Use the find command in the ESX service console or ESXi Tech Support Mode

  1. Log in to the console.
  2. Change to your /vmfs/volumes/ directory.
  3. Type find -iname “*-delta.vmdk” -mtime +7 -ls to find snapshot files that have not been modified in seven days or simply find -iname “*-delta.vmdk” to find all snapshot files.

Method 2: Use the Storage View in vCenter Server
The Storage View, part of a new Storage Monitoring and Reporting plug-in that comes with vCenter Server, shows information related to storage in vSphere. When you select an object in the left pane of the vSphere Client, you can select the Storage View tab in the right pane and view storage information related to that object. One of the columns that you can view is Snapshot Space — which is the total size of all snapshot-related files, including the -delta.vmdk, .vmsd and .vmsn files.

By selecting an object, such as Cluster or Datacenter, and sorting the Snapshot Space field, you can view the size of any VM snapshot that exists under that object. VMs that haven’t had a snapshot will show 0 bytes. Once a snapshot of a VM is taken, it will still show a very small size (around 40 bytes), which is from the residual text left in the .vmsd file.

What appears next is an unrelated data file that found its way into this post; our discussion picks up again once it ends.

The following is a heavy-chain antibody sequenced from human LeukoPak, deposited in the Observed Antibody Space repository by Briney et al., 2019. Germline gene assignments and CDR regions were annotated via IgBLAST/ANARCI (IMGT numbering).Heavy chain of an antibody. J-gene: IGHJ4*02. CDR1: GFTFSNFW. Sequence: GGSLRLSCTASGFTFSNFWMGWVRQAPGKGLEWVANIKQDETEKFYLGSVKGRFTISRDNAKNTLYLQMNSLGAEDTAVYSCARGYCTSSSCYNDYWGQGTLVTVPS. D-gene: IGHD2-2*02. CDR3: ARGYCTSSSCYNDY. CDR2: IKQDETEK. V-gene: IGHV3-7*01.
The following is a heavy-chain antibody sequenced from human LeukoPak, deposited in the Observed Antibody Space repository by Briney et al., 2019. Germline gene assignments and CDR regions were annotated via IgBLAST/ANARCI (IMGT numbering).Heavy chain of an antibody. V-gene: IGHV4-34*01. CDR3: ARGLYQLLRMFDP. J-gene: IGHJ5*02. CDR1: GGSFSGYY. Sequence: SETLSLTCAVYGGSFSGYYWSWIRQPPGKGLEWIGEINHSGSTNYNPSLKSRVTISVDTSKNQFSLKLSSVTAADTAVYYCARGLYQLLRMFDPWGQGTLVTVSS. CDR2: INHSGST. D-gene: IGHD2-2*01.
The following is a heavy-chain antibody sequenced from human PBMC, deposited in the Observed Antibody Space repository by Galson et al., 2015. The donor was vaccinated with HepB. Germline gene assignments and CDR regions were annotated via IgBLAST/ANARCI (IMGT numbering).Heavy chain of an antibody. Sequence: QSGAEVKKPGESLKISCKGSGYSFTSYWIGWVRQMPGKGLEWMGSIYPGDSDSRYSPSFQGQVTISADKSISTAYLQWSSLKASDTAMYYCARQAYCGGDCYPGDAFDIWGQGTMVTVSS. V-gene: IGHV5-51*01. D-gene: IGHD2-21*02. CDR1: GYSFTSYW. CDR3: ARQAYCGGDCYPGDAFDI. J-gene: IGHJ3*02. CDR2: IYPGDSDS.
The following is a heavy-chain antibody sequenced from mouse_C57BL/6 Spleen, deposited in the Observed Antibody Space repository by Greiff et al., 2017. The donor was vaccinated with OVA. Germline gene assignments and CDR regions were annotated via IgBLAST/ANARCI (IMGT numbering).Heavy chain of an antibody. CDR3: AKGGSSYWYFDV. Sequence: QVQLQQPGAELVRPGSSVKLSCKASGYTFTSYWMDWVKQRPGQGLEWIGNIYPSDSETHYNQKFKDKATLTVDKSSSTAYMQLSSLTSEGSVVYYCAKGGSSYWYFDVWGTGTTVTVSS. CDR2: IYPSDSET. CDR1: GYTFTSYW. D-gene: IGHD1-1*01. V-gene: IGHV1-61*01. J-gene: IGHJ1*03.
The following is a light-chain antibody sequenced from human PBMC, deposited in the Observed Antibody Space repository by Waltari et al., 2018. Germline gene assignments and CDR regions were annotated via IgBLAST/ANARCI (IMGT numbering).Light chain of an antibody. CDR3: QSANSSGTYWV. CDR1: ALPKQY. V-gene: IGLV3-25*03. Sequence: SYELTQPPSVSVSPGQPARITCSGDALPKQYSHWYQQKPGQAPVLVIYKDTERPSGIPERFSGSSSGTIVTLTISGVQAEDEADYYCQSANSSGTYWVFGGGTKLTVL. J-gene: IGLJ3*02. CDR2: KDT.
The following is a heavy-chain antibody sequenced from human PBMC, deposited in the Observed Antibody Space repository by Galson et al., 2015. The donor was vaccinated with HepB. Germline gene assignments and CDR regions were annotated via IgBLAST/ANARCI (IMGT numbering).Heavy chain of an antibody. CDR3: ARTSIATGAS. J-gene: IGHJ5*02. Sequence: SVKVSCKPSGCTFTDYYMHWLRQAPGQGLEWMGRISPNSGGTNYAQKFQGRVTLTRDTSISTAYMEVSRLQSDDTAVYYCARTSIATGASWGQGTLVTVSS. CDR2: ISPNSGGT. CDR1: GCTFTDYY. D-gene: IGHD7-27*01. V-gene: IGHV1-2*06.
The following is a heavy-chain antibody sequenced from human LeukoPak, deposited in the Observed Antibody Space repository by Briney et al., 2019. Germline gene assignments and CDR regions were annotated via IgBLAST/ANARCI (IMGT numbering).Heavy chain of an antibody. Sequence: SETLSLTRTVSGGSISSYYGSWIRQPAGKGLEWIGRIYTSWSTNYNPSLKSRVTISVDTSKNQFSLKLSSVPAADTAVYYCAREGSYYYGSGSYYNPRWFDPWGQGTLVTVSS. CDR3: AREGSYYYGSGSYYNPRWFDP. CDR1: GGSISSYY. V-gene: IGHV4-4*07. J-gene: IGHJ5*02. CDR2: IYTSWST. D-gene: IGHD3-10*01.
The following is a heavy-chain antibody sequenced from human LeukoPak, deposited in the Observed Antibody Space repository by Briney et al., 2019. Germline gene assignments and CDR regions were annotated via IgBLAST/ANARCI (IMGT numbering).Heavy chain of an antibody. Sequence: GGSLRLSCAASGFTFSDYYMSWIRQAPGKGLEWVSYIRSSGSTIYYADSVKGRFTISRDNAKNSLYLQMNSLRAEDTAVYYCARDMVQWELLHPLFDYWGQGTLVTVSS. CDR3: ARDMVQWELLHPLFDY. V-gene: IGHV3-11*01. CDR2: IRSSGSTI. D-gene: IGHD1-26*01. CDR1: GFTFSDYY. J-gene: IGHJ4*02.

Method 3: Use alarms in vCenter Server
You can configure a vCenter Server alarm to trigger when a VM snapshot size reaches a predetermined gigabyte threshold. You can also set alarms at any virtualization level — from a single VM to the top vCenter Server level. These alarms will keep you informed of snapshot growth, so you can take action, if needed.

Method 4: Use a PowerShell script